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At the IBM Systems and Technology Group analyst briefing two days ago, IBM displayed three notable statistics:



  1.        The global amount of information stored has been growing at 70-100% per year the last 5 years, with the result that the amount of storage has been growing by 20-40% per year;
  2. .       The amount of enterprise expenditures for datacenter power/cooling has grown by more than 10-fold over the last 15 years, with the result that these expenditures are now around 16% of system TCO – equal to the cost of the hardware, although well below the also-rising costs of administration;
  3. .       Datacenter energy usage has doubled over the last five years.



These statistics almost certainly underestimate the growth in computing’s energy usage, inside and outside IT. They focus on infrastructure in place 5 years ago, ignoring a highly likely shift to new or existing data centers in developing countries that are highly likely to be more energy-inefficient.  Also, they ignore the tendency to shift computing usage outside of the data center and into the small-form-factor devices ranging from the PC to the iPhone that are proliferating in the rest of the enterprise and outside its virtual walls. Even without those increases, it is clear that computing has moved from an estimated 2 % of global energy usage 5 years ago to somewhere between 3 and 4%.  Nor has more energy usage in computing led to a decrease in other energy usage – if anything, it has had minimal or no effect at all. In other words, computing has not been effectively used to increase energy efficiency or decrease energy use by more than marginal amounts – not because the tools are not beginning to arrive, but rather because they are not yet being used by enterprises and governments to monitor and improve energy usage in an effective enough way.


And yet, there have been voices – mine among them – pointing out that this was a significant problem, and that there were ways to move much more aggressively, since the very beginning.  I remember giving a speech in 2008 to IT folks, in the teeth of the recession, stressing that the problem would only get worse if ignored, that doing something about it would in fact have a short payback period, and that tools for making a major impact were already there. Here we are, and the reaction of the presenters and audience at the STG conference is that the rise in energy usage is no big deal, that datacenters are handling it just fine with a few tweaks, and that IT should focus almost exclusively on cutting administrative costs.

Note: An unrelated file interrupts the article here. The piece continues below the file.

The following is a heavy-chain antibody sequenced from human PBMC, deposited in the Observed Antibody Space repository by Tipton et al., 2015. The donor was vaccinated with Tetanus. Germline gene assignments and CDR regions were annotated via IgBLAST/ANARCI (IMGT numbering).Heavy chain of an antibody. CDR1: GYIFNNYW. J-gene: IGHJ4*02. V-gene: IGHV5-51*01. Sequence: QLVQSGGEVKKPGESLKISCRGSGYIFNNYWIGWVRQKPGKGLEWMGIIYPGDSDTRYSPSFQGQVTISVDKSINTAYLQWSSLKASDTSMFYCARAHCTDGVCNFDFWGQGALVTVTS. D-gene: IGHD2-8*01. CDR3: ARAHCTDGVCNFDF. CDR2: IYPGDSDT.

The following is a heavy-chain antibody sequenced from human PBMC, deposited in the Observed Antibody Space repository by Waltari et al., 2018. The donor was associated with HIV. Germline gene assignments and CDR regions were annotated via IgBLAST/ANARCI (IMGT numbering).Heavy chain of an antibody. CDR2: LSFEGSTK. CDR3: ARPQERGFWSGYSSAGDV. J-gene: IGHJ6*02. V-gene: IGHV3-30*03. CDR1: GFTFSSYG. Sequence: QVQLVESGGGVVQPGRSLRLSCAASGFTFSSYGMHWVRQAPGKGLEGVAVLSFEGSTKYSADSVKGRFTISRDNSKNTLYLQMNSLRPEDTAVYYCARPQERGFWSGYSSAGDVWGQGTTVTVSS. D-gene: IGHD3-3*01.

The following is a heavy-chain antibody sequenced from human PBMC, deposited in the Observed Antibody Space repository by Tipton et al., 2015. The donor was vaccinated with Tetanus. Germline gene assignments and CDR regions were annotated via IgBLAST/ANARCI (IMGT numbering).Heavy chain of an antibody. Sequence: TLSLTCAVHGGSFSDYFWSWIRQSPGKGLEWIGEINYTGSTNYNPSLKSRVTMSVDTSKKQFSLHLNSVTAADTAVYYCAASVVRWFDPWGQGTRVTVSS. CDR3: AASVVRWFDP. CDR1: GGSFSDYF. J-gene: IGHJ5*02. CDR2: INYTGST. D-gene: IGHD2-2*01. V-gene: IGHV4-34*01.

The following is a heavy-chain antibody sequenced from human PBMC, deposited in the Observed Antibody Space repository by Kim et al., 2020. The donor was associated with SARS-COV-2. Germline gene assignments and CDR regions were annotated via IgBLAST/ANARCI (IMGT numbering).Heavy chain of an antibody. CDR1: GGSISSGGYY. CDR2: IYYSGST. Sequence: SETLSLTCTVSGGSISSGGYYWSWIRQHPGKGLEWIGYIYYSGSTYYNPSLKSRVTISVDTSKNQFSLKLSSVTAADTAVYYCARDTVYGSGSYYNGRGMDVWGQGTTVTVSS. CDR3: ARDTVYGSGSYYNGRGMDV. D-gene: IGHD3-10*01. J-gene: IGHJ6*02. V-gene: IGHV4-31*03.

All this reminds me of a Robin Williams comedy routine after the Wall Street implosion.  Noting the number of people blindly investing with Bernard Madoff, pronounced “made off” as in “made off with your money”, Robin simply asked, “Was the name not a clue?” So, I have to ask, “energy usage”:  is the name not a clue?  What does it take to realize that this is a serious and escalating problem?


The Real Danger


Right now, it is all too easy to play the game of “out of sight, out of time, out of mind.” Datacenter energy usage seems as if it is easily handled over the next few years. Related energy usage is out of the sight of corporate. Costs in a volatile global economy that stubbornly refuses to lift off (except in “developing markets” with lower costs to begin with), not to mention innovations to attract increasingly assertive consumers, seem far more urgent than energy issues. 


However, the metrics we use to determine this are out of whack. Not only do they, as noted above, ignore the movement of energy usage to areas of lower efficiency, but they also ignore the impact of the Global 10,000 moving in lockstep to build on instead of replacing existing solutions.


Let’s see how it has worked up to now. Corporate demands that IT increase capabilities while not increasing costs. The tightness of the constraints and the existence of less-efficient infrastructure causes IT to increase wasteful scale-out computing almost as much as fast-improving scale-up computing, and also to move some computing outside the data center – e.g., Bring Your Own Device – or overseas – e.g., to an available facility in Manila that is cheaper to provision if it is not comparably energy-optimized at the outset. Next year, the same scenario plays out, only with even greater costs from rebuilding from scratch a larger amount of existing inefficient physical and hardware infrastructure. And on it goes.


But all this would mean little – just another little cost passed on to the consumer, since everyone’s doing it – were it not for two things; two Real Dangers. First, the same process impelling too-slow dealing with energy inefficiency is also impelling a decreasing ability of the enterprise to monitor and control energy usage in an effective way, once it gets around to it.  More of the energy usage that should be under the company’s eye is moving to developing countries and to employees/consumers using their own private energy sources inside the walls, so that the barriers to monitoring are greater and the costs of implementing monitoring are higher.